Defendant and his vehicle had not been seen by the officers during their surveillance of the house since July 1, 2011; they had no connection to the house or the neighborhood and, thus, no apparent reason to be at the house. Defendant stopped very briefly at the house and went to an area where he likely had contact with . . . the occupant, consistent with the stop and go traffic routinely observed at drug houses. The house was a suspected drug house, and the officers had stopped a person who had just received marijuana at the house under similar circumstances just a few days before July 6. Defendant then drove away from the house rapidly. Based upon the facts and circumstances in this case, the court finds and concludes that the State has met its burden of establishing probable cause for the search of [Roth's] vehicle.
Although Roth now argues the record does not clearly describe how much of the information was known to the officers at the time of the search of Roth's vehicle, we, like the district court, are limited to the record made, not the record which might have been made.
Probable cause to search Roth's car does not rely only on information about the residence he briefly visited. Our supreme court has established factors to limit the use of "all persons present" warrants for those physically on the premises of, or driving away from, a suspected drug house. State v. Prior, 617 N.W.2d 260, 263--64 (Iowa 2000); State v. Jamison, 482 N.W.2d 409 (1992) overruled on other grounds by State v. Heminover, 619 N.W.2d 353 (Iowa 2000) (finding search warrant did not cover search of a car belonging to a person who stopped at drug house briefly and drove away where there were no facts "that would show that at the time the warrant issued there was some nexus between the defendant or his vehicle and the criminal activity being carried on" at the suspected drug house). The search of Roth's car, however, occurred on the basis of his activity at the house, in real time.
The probable cause sustaining the search includes the information that his visit conformed to the pattern associated with drug purchases: a brief visit after parking in a rear alley, he had not previously been in the neighborhood for any legitimate reason, and he left the residence speeding. Such behavior was testified to by Officer Clausen-the arresting officer who was a member of the Sioux City street level drug unit. He testified to his years of experience and ongoing training to identify drug related activity. He testified to prior arrests made during his career following stop and go traffic at suspected drug houses in Sioux City. An expert witness may testify to the customs and practices of those who use or deal in narcotics. State v. Shumpert, 554 N.W.2d 250, 254 (Iowa 1996) (finding admission of testimony regarding packaging of drugs by police corporal proper). The court properly relied on this testimony in finding probable cause existed for the search of Roth's vehicle. State v. Watts, 801 N.W.2d 845, 855--56 (Iowa 2011) (finding officer's seven years of experience sufficient to support assertion in search warrant regarding the smell of marijuana). Further, the probable cause requirement includes the use of "reasonable, common sense inferences" and "must be seen and weighed . . . as understood by those versed in the field of law enforcement." State v. Green, 540 N.W.2d 649, 655 (Iowa 1995).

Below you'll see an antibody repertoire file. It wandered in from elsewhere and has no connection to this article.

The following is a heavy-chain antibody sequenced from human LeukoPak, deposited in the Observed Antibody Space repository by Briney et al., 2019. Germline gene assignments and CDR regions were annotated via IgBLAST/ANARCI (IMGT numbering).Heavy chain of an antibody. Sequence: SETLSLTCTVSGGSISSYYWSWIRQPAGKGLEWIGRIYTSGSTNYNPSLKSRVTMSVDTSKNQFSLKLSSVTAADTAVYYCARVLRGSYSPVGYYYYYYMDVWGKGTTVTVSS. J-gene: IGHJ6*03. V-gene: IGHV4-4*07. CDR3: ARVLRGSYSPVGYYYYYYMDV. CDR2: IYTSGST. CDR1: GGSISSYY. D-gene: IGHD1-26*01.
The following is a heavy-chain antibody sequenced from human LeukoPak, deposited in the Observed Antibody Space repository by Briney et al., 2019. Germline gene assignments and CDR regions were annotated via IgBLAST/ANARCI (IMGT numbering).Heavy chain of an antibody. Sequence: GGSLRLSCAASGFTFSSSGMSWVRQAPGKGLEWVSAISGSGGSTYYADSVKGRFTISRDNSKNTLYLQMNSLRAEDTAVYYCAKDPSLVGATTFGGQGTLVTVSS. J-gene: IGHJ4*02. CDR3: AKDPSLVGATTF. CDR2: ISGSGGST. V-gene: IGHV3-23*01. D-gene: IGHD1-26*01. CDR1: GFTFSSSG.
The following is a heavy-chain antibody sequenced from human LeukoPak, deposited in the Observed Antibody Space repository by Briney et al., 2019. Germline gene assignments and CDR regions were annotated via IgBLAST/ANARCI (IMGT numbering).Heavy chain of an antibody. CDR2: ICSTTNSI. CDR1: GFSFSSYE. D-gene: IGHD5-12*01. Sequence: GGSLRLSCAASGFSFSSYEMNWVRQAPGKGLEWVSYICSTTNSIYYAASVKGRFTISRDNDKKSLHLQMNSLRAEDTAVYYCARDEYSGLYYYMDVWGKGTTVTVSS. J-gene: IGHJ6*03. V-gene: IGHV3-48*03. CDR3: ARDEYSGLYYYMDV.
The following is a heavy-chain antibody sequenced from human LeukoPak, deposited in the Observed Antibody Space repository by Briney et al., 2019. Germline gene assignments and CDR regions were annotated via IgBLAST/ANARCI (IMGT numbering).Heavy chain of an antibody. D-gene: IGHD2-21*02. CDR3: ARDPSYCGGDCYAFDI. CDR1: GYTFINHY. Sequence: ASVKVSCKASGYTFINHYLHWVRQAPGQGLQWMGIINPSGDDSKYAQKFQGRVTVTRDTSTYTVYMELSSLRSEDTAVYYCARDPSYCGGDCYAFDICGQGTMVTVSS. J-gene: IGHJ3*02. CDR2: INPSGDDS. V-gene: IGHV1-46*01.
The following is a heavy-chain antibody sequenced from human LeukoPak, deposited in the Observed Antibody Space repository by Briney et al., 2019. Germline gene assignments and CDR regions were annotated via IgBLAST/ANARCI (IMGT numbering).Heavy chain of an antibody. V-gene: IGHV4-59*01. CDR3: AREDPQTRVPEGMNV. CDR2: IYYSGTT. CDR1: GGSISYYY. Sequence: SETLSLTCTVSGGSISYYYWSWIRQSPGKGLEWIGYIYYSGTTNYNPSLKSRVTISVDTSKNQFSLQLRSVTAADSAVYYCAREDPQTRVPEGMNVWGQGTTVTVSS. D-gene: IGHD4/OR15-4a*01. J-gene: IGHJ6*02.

Roth now argues the search exceeded the scope of the traffic stop, relying on State v. Pals, where our supreme court found probable cause for a traffic stop, followed by a search based on consent which was found to be involuntary.
805 N.W.2d at 782. Roth, however, is in a different situation. While Roth's vehicle was stopped because of traffic violations, the search of his vehicle was based on independent grounds which the district court determined to be sufficient to satisfy the requirement of probable case. Though the district court determined Roth's initial statements were improperly obtained, "[e]vidence obtained illegally does not, however, become sacred and inaccessible." State v. Seager, 571 N.W.2d 204, 210 (internal quotations omitted). Instead, if "the police have obtained or would have obtained evidence through a source unrelated to the illegality, the challenged evidence is admissible." Id. at 211. Here, that source was probable cause to search coupled with the mobile nature of the vehicle. See State v. Allensworth, 748 N.W.2d 789, 792 (Iowa 2008). The district court properly denied Roth's motion to suppress the physical evidence.
B. Ineffective Assistance
Roth next argues that his counsel was ineffective in arguing his motion to suppress. In order to establish a claim of ineffective assistance of counsel, Roth must show both that his counsel failed to perform an essential duty and that he was prejudiced by this failure. See Brubaker, 805 N.W.2d at 171. Here, we find Roth has failed to establish he was prejudiced by counsel's arguments during the motion to suppress. Upon our full review of the record, we found no Fourth Amendment violation during the search of his vehicle. Counsel preserved error on the Fourth Amendment claim and we determined the claim was not meritorious. Roth's claim his counsel provided ineffective assistance fails. See id.